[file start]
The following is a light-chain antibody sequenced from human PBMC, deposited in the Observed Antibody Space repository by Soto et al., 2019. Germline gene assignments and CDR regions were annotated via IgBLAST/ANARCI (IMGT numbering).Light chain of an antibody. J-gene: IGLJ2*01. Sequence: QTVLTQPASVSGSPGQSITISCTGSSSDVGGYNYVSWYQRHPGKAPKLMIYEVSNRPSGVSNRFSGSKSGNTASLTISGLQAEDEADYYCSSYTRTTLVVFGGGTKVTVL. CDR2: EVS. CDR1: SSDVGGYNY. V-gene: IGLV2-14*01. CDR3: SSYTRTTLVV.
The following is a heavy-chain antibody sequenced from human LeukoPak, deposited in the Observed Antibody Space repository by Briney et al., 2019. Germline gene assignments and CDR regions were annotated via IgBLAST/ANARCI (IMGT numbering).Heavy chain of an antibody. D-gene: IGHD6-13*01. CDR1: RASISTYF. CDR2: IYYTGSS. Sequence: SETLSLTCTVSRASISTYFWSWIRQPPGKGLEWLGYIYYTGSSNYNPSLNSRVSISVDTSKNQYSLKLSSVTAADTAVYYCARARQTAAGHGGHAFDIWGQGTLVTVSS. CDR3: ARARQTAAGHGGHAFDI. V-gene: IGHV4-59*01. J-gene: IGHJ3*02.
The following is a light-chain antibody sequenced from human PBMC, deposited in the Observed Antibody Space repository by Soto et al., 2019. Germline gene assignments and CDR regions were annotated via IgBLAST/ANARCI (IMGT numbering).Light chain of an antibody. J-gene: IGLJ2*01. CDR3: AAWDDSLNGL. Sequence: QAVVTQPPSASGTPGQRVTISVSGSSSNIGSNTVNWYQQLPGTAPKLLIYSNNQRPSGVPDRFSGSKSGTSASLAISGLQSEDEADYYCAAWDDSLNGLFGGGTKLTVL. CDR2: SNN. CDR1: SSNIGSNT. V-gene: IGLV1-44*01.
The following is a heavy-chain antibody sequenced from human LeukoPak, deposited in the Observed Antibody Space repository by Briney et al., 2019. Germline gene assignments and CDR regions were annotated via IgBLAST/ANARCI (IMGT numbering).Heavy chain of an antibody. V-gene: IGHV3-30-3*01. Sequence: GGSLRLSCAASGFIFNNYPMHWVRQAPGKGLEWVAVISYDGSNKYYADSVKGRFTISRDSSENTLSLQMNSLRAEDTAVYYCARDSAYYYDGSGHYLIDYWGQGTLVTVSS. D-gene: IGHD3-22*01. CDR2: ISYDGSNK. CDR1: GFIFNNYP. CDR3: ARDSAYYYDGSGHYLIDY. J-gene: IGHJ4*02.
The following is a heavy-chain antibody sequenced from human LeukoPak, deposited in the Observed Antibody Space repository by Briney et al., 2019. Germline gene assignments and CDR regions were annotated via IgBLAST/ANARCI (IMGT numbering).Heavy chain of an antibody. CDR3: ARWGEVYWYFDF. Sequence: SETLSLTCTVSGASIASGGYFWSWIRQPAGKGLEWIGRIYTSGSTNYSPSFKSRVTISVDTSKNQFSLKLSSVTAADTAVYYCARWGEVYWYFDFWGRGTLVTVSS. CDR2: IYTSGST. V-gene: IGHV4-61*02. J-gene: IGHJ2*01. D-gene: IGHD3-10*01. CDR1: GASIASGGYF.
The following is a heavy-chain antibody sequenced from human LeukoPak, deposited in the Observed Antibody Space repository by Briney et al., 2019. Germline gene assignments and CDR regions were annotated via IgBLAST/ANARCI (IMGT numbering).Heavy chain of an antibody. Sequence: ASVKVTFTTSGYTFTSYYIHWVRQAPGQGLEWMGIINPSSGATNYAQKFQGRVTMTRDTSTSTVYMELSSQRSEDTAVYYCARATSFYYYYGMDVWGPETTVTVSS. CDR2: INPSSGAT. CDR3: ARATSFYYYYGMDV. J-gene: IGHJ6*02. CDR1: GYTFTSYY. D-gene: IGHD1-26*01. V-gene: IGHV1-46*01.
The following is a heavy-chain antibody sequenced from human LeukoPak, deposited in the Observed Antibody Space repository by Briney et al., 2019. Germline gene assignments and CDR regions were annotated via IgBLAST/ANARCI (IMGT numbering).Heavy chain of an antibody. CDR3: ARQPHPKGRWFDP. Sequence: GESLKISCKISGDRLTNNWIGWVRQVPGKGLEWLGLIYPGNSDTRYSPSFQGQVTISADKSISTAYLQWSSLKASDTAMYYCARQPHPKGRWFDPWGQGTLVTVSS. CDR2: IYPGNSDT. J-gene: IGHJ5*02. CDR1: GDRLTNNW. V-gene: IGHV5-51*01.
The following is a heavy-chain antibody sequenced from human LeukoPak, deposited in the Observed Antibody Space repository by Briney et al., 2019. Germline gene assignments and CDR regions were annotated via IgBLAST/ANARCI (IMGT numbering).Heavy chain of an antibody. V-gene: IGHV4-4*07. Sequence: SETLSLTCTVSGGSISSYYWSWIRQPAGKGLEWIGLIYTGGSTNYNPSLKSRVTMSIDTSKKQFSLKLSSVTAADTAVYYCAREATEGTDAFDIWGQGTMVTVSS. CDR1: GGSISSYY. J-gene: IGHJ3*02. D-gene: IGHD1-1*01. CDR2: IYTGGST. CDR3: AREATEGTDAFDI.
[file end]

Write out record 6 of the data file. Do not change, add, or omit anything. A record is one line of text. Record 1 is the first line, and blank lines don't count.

The following is a heavy-chain antibody sequenced from human LeukoPak, deposited in the Observed Antibody Space repository by Briney et al., 2019. Germline gene assignments and CDR regions were annotated via IgBLAST/ANARCI (IMGT numbering).Heavy chain of an antibody. Sequence: ASVKVTFTTSGYTFTSYYIHWVRQAPGQGLEWMGIINPSSGATNYAQKFQGRVTMTRDTSTSTVYMELSSQRSEDTAVYYCARATSFYYYYGMDVWGPETTVTVSS. CDR2: INPSSGAT. CDR3: ARATSFYYYYGMDV. J-gene: IGHJ6*02. CDR1: GYTFTSYY. D-gene: IGHD1-26*01. V-gene: IGHV1-46*01.